using the arrow buttons.
by clicking on the page.
the page around when zoomed in by dragging it.
the zoom using the slider when zoomed-in.
by clicking on the zoomed-in page.
by entering text in the search field, and select "This Issue" or "All Issues"
by clicking on thumbnails to select pages, and then press the print button.
displays sections with thumbnails and descriptions.
displays a slider of thumbnails. Click on a page to jump.
allows you to browse the full archive.
about your subscription?
Buddhadharma : Summer 2011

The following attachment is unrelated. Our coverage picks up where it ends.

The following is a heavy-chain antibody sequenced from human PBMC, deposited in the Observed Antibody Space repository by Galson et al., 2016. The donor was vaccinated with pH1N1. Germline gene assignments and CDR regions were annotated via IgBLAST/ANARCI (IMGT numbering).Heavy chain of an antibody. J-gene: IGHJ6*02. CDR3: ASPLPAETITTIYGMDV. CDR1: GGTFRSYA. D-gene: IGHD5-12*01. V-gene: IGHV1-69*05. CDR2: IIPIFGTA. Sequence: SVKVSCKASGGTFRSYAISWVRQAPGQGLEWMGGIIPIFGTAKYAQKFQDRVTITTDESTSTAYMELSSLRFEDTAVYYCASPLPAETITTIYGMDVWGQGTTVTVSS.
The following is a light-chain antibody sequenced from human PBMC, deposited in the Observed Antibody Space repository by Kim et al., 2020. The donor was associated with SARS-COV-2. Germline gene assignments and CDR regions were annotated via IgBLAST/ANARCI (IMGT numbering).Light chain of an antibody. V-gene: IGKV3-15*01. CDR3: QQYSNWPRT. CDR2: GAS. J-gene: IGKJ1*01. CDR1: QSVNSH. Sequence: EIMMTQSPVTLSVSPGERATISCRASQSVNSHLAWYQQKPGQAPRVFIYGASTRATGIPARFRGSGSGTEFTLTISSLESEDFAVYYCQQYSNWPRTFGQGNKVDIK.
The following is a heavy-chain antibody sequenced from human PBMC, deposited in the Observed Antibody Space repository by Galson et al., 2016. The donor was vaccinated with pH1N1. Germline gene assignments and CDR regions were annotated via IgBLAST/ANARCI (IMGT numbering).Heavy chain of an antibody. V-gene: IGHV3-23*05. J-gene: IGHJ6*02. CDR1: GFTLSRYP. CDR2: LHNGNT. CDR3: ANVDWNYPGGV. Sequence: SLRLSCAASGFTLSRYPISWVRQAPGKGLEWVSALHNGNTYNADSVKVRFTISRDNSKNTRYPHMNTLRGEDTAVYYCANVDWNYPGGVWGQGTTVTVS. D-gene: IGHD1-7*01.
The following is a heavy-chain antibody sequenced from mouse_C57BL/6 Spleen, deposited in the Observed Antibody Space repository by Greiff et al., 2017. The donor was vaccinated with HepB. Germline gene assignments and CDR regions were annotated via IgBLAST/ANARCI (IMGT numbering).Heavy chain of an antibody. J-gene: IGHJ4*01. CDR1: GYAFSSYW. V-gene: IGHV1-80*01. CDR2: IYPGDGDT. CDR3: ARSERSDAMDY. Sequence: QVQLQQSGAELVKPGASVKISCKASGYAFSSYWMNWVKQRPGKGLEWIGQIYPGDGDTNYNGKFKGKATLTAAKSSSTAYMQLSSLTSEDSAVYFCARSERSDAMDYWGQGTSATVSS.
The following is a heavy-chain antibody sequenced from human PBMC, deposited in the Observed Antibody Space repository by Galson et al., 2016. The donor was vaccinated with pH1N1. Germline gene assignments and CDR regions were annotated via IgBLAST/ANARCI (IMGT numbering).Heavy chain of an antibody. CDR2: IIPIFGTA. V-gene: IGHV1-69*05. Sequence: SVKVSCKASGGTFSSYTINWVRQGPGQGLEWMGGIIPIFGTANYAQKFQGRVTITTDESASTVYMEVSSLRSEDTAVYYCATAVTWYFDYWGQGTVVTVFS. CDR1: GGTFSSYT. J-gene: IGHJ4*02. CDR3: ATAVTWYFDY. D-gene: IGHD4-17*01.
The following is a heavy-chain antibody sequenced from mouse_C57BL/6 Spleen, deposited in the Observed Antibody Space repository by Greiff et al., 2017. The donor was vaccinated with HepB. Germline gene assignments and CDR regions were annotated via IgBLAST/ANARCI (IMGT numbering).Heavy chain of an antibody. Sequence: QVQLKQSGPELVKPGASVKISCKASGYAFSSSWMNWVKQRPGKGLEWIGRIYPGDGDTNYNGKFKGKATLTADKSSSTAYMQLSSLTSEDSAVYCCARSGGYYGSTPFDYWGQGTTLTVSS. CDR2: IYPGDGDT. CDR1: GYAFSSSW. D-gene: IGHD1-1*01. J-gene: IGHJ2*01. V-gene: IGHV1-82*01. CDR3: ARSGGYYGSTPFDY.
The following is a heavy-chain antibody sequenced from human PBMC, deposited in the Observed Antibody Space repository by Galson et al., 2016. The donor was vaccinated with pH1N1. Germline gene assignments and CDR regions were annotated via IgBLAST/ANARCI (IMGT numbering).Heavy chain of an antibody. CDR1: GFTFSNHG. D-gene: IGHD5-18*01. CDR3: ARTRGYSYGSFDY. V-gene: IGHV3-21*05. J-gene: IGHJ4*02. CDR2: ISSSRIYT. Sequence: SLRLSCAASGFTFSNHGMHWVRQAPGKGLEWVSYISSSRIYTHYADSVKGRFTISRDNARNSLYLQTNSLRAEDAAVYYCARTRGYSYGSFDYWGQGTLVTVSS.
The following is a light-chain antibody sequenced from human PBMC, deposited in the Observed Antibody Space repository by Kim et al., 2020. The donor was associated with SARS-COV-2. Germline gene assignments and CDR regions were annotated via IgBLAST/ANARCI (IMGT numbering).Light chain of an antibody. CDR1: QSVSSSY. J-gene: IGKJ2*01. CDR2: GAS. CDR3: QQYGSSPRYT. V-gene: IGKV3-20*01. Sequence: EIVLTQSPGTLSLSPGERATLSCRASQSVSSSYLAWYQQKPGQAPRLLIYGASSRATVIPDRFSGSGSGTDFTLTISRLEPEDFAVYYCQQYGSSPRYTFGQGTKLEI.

buddhadharma| 47 |winter 2005 The relationship between student and teacher seems to be a central feature of Buddhism. From the perspective of your own tradition, why is it so important? noRman fischeR: In the Zen tradition, the relation- ship between a teacher and a student is crucial. There is an alchemy that takes place when we put together the teachings, the student, and the teacher. The teachings are not external material that one masters. In the dharma, the external material is just a tool to effect an inner transformation. That transformation requires a deep spiritual relation- ship with another person, who in our tradition is understood to be an ordinary human being and yet at the same time is envisioned as an empow- ered Buddha. It’s a human relationship conducted on the basis of dharma. It’s not something that’s optional or that makes the dharma better if it’s there. It’s required to bring about the transforma- tion that is the heart of the dharma. shaRon salzbeRg: In the Theravada tradition, the word for teacher is kalyana-mitta, which means “spiritual friend.” The teacher is not a friend in the sense of being a pal, yet the teacher embodies all those qualities, like trust and comfort, ease and guidance, and a sense of inspiration, which we asso- ciate with a very good friend. There is also a lot of importance placed on one’s own effort in working with the teacher. This principle of applying one’s own effort starts with our relationship with the Buddha, who as the primary spiritual friend points the way and inspires us to follow his example. He asks us to make the same effort he made. We have enormous regard and respect for the teacher as the one person who, as one text puts it, “is always on our side” – the one who is moti- vated not by self-aggrandizement or a wish to be venerated but by the wish for the liberation and freedom of the student. The teacher guides us by relying on their expertise both in methodology and the teachings. It is also said that the teacher brings us back to a balance of mind, out of which insight, love, compassion, and other such good qualities can arise. We work with the teacher to open to all of those qualities, and the teacher responds directly to our effort, our seeking, and our understanding. The Yellow Buddhafield, 2001 Oil on canvas